Long ago, in my first year of teaching high school in New Orleans, I can still remember writhing with angst (that’s the way I talked then, too) when the kids would ask me something I didn’t know. They would ask, “Well, what year WAS it that Shakespeare wrote Hamlet?” or “Did they make YOU study grammar like this?” or “Why do we drive on the parkway & park on the driveway?”
Once they found out how this made me suffer (I HAD to have an answer! I was The Teacher!), the questions came fast & furious.
Then, in February a week before Mardi Gras, a junior asked something, and I said, “I don’t know.”
It was the most liberating thing that ever happened to me up to that point. Wow. Shook loose from the ego-wrap of “gotta know.” Use it all the time now: I don’t know!
Then I started noticing how folks who said someone was stupid or dumb or worse…usually weren’t all that smart themselves. When I read Derek’s take on this, earlier this year, I thought, as I often do with the stuff he writes – yeah.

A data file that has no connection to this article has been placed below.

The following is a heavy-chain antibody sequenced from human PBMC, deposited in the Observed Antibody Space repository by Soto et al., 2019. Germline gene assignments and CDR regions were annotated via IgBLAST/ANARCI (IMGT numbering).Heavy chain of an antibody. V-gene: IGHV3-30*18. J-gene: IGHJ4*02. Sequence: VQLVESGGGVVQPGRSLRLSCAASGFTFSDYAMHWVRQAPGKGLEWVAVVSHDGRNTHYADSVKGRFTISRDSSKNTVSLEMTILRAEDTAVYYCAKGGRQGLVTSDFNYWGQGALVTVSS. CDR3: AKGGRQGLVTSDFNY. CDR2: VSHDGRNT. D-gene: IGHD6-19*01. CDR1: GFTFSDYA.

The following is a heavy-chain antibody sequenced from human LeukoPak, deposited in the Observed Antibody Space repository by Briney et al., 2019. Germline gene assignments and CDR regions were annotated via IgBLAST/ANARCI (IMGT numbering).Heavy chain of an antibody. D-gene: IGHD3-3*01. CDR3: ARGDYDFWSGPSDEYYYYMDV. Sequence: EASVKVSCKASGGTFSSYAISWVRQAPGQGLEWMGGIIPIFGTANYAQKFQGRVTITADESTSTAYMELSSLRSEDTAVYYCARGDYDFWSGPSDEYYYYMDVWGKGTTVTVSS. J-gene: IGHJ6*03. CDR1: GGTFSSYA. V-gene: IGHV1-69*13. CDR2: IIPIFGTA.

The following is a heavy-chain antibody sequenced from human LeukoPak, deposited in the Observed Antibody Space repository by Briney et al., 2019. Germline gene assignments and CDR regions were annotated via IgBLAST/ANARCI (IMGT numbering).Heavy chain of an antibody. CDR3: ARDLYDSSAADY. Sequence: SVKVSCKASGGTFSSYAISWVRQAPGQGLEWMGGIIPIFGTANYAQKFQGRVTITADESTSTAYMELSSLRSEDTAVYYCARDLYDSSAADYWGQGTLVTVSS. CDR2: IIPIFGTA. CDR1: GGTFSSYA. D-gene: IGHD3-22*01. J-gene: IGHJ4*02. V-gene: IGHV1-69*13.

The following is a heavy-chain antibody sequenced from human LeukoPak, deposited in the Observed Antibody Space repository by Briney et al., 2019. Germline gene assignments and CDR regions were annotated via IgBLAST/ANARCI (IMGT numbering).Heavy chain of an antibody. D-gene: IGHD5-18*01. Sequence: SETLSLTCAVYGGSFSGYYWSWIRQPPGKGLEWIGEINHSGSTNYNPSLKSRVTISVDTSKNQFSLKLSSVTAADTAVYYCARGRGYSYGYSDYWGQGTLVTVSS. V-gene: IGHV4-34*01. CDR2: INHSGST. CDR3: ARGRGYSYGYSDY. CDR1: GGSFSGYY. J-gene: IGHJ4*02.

The woman seemed to be making some pretty good points, until she stopped with, “Ugh! Those (people she disagrees with) are just so stupid!!”
She could have said Southerners, Northerners, Republicans, Democrats, Indians, or Americans. It doesn’t matter. She had just proven that she wasn’t being smart.
There are no smart people or stupid people, just people being smart or being stupid.
(And things are often not as they seem, so people who seem to be doing something smart or stupid, may not be. There’s always more information, more context, and more to the story.)
Being smart means thinking things through – trying to find the real answer, not the first answer.
Being stupid means avoiding thinking by jumping to conclusions. Jumping to a conclusion is like quitting a game : you lose by default.
That’s why saying “I don’t know” is usually smart, because it’s refusing to jump to a conclusion.
So when someone says “They are so stupid!” – it means they’ve stopped thinking. They say it to feel finished with that subject, because there’s nothing they can do about that. It’s appealing and satisfying to jump to that conclusion.
So if you decide someone is stupid, it means you’re not thinking, which is not being smart.
Therefore: smart people don’t think others are stupid.